Our vision is to create new decentralised technology, “anti-rival tokens,” and scientifically founded proposals for new policies to enable efficient, decentralised, market-style trading and ecosystems for anti-rival goods.
Our project, ATARCA, starts with respectfully disagreeing with this notion. As our early work strongly indicates, economic structures and institutions need a fundamental reform to fully leverage ICT and digital resources. We focus on the so-called anti-rivalrous property of data, technically termed its “negative subtractability.” We investigate the unique properties of the supply and demand curve of digital goods, and assess why the traditional micro and macroeconomic perspectives may be insufficient to establish the efficient allocation of such goods. We argue that if digital goods increase in value when more people use them (anti-rival), rather than diminish with every unit consumed as is the case for standard goods (rival), then the markets for digital goods will only efficiently clear when we augment the markets with appropriate next-generation governance and reward structures. Our analysis of the properties of anti-rival resources, and the dilemmas they pose, leads us to propose design parameters for these new governance and compensation structures.
ATARCA strives for an evidence-based foundation for anti-rival compensation and governance solutions. We utilize participatory design, prototyping, intervention-based action research, and qualitative and quantitative data analysis. We use these methods to design and implement new anti-rival systems, and to analyze their impacts.
We are putting this theoretical analysis into practice through three pilot use cases. The cases are designed with the aim to provide a quantified verification of allocative efficiency of anti-rival resources circulating in the system.
Read more about our use cases here:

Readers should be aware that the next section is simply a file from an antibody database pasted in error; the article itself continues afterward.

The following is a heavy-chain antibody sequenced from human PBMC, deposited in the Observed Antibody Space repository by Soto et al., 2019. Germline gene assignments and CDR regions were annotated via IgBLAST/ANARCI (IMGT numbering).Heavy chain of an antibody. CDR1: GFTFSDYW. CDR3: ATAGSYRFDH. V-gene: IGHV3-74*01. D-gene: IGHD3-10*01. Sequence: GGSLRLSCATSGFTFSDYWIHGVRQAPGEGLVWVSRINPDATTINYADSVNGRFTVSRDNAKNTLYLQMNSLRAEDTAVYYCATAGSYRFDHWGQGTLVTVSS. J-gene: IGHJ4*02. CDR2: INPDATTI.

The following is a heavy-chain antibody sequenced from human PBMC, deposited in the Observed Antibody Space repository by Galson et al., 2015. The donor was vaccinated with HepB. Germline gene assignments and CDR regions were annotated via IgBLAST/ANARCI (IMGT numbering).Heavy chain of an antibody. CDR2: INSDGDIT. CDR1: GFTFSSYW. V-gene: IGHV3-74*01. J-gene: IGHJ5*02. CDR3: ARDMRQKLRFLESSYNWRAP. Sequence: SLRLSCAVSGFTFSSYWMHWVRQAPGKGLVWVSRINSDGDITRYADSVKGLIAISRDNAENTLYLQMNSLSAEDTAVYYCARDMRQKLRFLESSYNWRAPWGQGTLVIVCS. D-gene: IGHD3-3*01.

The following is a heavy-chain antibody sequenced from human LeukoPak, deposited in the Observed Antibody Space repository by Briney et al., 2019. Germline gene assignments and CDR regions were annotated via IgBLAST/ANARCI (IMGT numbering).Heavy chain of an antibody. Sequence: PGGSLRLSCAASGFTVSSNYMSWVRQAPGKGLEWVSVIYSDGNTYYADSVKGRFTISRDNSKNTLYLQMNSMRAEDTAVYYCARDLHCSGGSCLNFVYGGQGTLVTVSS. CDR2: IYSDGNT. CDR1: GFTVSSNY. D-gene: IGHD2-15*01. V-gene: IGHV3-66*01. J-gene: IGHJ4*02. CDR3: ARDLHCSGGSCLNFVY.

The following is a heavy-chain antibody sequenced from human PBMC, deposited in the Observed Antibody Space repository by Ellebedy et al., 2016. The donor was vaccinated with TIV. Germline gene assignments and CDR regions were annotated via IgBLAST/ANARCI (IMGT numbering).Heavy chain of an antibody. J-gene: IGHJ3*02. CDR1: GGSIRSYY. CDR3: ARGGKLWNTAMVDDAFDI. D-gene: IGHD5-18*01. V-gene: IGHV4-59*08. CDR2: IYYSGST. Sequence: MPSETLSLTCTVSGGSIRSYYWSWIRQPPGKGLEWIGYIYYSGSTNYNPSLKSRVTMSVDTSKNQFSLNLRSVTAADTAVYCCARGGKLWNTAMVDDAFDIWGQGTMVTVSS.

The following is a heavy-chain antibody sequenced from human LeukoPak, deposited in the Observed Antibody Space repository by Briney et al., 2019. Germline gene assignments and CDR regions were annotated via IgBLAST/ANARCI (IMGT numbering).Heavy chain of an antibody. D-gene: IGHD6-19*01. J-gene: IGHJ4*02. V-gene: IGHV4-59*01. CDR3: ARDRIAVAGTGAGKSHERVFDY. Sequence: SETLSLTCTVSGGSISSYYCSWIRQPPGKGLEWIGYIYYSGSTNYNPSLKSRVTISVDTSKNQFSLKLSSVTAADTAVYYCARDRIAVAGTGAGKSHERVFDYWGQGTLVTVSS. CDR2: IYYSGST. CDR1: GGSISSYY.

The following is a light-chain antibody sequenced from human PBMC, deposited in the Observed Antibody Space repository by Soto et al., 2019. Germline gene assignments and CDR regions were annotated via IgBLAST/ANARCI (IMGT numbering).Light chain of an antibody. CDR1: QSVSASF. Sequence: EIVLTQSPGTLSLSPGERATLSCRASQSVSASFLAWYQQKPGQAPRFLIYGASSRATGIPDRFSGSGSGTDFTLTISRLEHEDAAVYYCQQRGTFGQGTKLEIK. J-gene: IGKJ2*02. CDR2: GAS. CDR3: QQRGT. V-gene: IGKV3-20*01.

Digital goods are characterized by negative subtractability. This means that the more such goods are consumed or delivered, the more benefit accrues to all actors in the economic system. This characteristic contrasts with traditional goods, which are usually scarce: possessed by specific actors and depreciated with use. The best example of an anti-rival good is information, which is well known to exhibit non-rival attributes as extra copies of information provide value to new users but do not subtract utility from the original users.
Anti-rival goods are not allocated effectively in traditional markets in which supply and demand depend on inherent scarcity. In classical markets, one additional unit purchased leaves less for other buyers and hence contributes to rising prices. By contrast, consider a digital good, such as music or art subject to digital distribution: if popular, increasing numbers of users will consume the artifact which is costless to share, but its digital proliferation and sharing does not diminish the value of anyone’s consumptive gain. On the contrary, with many types of digital goods, increased sharing only adds to the benefit of larger numbers of users. Moreover, increased sharing also indicates a higher value of the original artifact.
The dilemma gets more complex when we expand our focus to currencies. Traditional money is scarce and has the zero-sum property that one person’s monetary account balance increase is offset by the fall of another’s account balance. Anti-rivalry cannot be accommodated in an economic system governed by a scarcity-based and rivalrous currency. Therefore, ATARCA develops anti-rivalrous token systems (new currencies) to measure and augment the value contributed by sharing digital goods, and by other actions which have the side effect of affording positive sum value to the entire community of users.